Craig W. Linebaugh

Craig W. Linebaugh, Ph.D. (Doctor of Philosophy)

Professor of Speech, Language and Hearing Science, Research Professor of Medicine
Room 221
Address: Hall of Government
2115 G Street NW
Washington, District Of Columbia
Phone: 202-994-0724

Areas of Expertise

  • Neurologic Communication Disorders
  • Aphasia Rehabilitation

Craig Linebaugh joined the faculty of The George Washington University in 1976 and currently serves as Professor of Speech, Language and Hearing Science and Research Professor of Medicine.  From 1997 – 2013, he held a variety of positions in the Office of Academic Affairs, including directing GW’s Virginia Science and Technology Campus. He earned his Ph.D. in Speech, Language and Hearing Science at Temple University and completed a Post-Doctoral Fellowship in Speech-Language Pathology at Mayo Clinic. Dr. Linebaugh has published over 50 referred papers in the field of neurologic speech and language disorders and several book chapters. He has served as president of the Academy of Neurologic Communication Disorders and Sciences (1990), is a Fellow of the American Speech-Language-Hearing Association, and is a member of the Clinical Aphasiology Conference Steering Committee. His main areas of research include the rehabilitation of neurologic communication disorders, the impacts of stroke and neurodegenerative disease on individuals and their families, and active learning pedagogies.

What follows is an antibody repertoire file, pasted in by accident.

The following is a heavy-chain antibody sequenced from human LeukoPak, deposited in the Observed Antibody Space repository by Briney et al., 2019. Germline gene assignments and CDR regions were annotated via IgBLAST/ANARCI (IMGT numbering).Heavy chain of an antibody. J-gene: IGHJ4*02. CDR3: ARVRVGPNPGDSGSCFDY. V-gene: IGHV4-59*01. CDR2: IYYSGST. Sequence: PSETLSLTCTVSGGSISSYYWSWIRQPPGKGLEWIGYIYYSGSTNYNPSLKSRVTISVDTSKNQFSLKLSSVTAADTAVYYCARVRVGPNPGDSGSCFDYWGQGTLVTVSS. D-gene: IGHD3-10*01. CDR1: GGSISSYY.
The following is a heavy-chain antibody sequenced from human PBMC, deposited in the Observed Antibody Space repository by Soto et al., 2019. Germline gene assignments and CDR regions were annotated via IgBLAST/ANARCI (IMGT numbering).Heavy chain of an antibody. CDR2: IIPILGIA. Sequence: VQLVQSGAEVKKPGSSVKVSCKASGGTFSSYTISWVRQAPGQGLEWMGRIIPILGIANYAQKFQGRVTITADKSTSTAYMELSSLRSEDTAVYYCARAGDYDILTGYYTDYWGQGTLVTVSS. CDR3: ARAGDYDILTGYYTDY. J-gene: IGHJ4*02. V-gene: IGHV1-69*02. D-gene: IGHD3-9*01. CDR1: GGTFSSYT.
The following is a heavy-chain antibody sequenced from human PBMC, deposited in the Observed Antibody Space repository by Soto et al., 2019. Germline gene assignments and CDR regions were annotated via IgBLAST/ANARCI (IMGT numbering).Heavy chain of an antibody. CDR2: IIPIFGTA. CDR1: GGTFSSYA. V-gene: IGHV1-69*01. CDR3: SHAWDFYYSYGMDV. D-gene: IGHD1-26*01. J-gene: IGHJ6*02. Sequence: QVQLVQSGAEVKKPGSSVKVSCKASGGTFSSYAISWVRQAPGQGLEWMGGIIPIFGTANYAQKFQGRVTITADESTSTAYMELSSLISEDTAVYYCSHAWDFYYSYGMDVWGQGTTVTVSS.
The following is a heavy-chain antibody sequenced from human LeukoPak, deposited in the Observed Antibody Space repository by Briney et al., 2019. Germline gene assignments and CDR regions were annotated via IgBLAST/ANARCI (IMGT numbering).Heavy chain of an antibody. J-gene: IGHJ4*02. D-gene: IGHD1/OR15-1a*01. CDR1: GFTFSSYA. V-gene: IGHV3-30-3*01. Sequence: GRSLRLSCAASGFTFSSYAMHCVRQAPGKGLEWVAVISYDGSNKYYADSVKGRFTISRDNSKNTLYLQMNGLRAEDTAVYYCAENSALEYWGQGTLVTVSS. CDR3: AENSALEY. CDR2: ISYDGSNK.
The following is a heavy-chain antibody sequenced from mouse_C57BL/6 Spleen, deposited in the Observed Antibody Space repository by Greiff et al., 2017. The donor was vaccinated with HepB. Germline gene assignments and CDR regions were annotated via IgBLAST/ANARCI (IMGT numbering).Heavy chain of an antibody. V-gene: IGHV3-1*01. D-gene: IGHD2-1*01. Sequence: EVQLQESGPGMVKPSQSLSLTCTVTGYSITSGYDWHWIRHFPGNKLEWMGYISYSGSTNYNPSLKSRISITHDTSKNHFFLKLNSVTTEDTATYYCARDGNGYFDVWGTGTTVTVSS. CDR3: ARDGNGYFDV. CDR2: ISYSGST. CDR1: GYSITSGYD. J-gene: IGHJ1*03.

Current Research

  • Study of anomia and intervention strategies for word retrieval impairments
  • Impact of aphasia on functional communication and families


  • Post-doctoral Fellow, Speech-Language Pathology, Mayo Clinic, 1975-1976
  • Ph.D., Speech, Language and Hearing Science, Temple University, 1976
  • M.A., Speech-Language Pathology, Temple University, 1974
  • B.A., English Literature, Lebanon Valley College, 1970


Linebaugh, C.W., Shisler, R.J., & Lehner, L. (2005). Cueing hierarchies and word retrieval: A therapy program. Aphasiology, 19, 77-92.

Linebaugh, C.W., Kryzer, K.M., Oden, S.E. & Myers, P.S. (2006). Reappointment of communicative burden in aphasia: A study of narrative interactions. Aphasiology, 20, 84-96.

Professional Activities

  • Member: American Speech-Language Hearing Association